Discusses key economic indicators and trade statistics, which countries are dominant in the market, the U.S. market share, the political situation if relevant, the top reasons why U.S. companies should consider exporting to this country, and other issues that affect trade, e.g., terrorism, currency devaluations, trade agreements.
Last Published: 12/3/2018
With relatively diverse and abundant natural resources, Ghana has roughly twice the per capita output of the poorest countries in West Africa. Even so, Ghana remains heavily dependent on international financial and technical assistance.

Gold, cocoa, petroleum and individual remittances are major sources of foreign exchange. Agriculture’s contribution to economic activity in Ghana has decreased in recent years, now accounting for approximately 20 percent of GDP and employing about 45 percent of the work force, mainly small landholders.

Real GDP growth in the coming years is projected to receive a boost from expanding oil production from the Tweneboa, Enyenra, Ntomme (TEN) and Sankofa offshore oil fields. Hydrocarbon production in the TEN oil field began in August 2016 and it has an estimated reserve of 300 million barrels of oil and gas to be produced and processed over the next 20 years. Oil production in the Sankofa fields began in 2017 and first gas commenced in 2018. Real GDP growth rebounded to 8.5 percent in 2017 from 3.7 in 2016, and is expected to be 6.3 in 2018.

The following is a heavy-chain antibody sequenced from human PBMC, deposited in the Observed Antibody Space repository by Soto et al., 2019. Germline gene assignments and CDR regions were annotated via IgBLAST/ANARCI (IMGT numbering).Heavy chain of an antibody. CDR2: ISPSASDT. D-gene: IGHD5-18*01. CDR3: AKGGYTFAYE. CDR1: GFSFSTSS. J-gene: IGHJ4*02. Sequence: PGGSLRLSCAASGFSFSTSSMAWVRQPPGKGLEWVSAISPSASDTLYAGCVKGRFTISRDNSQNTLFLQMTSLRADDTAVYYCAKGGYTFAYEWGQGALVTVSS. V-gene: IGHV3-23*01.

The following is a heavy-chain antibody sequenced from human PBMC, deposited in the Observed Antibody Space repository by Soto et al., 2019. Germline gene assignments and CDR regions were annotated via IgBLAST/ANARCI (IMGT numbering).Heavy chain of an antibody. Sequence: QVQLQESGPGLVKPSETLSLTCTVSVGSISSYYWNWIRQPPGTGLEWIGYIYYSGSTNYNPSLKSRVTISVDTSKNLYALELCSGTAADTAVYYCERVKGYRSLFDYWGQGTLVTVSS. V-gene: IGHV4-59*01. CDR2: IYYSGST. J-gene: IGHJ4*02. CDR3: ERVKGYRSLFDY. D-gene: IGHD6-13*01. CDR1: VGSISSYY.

In April 2015, Ghana entered into a three-year International Monetary Fund (IMF) Extended Credit Facility (ECF) of $918 million with the hope of stabilizing the country’s macroeconomic imbalances.  Ghana has struggled to rein in government spending in recent years, but the macroeconomic situation has improved under Ghana’s three-year IFM ECF which is scheduled to conclude in December 2018. The government has brought the fiscal deficit under control, inflation is at a four-year low (but still a high 9.6 percent as of April 2018), and foreign exchange reserves are at a record high.


Ghana’s main import partners include China (18.4 percent of total imports), the United States (8.9 percent), Belgium (5.6 percent), Canada (4.7 percent) and India (4.7 percent).

Prepared by our U.S. Embassies abroad. With its network of 108 offices across the United States and in more than 75 countries, the U.S. Commercial Service of the U.S. Department of Commerce utilizes its global presence and international marketing expertise to help U.S. companies sell their products and services worldwide. Locate the U.S. Commercial Service trade specialist in the U.S. nearest you by visiting http://export.gov/usoffices.